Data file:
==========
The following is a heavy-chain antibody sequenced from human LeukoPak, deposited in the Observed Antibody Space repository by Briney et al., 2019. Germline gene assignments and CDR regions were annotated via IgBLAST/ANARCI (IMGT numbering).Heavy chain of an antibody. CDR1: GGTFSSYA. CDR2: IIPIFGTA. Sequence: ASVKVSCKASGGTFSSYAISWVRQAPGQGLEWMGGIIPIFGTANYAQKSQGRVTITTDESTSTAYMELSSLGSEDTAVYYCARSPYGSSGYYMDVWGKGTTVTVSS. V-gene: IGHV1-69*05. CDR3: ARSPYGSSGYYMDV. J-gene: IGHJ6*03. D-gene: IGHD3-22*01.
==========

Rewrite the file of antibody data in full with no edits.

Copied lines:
The following is a heavy-chain antibody sequenced from human LeukoPak, deposited in the Observed Antibody Space repository by Briney et al., 2019. Germline gene assignments and CDR regions were annotated via IgBLAST/ANARCI (IMGT numbering).Heavy chain of an antibody. CDR1: GGTFSSYA. CDR2: IIPIFGTA. Sequence: ASVKVSCKASGGTFSSYAISWVRQAPGQGLEWMGGIIPIFGTANYAQKSQGRVTITTDESTSTAYMELSSLGSEDTAVYYCARSPYGSSGYYMDVWGKGTTVTVSS. V-gene: IGHV1-69*05. CDR3: ARSPYGSSGYYMDV. J-gene: IGHJ6*03. D-gene: IGHD3-22*01.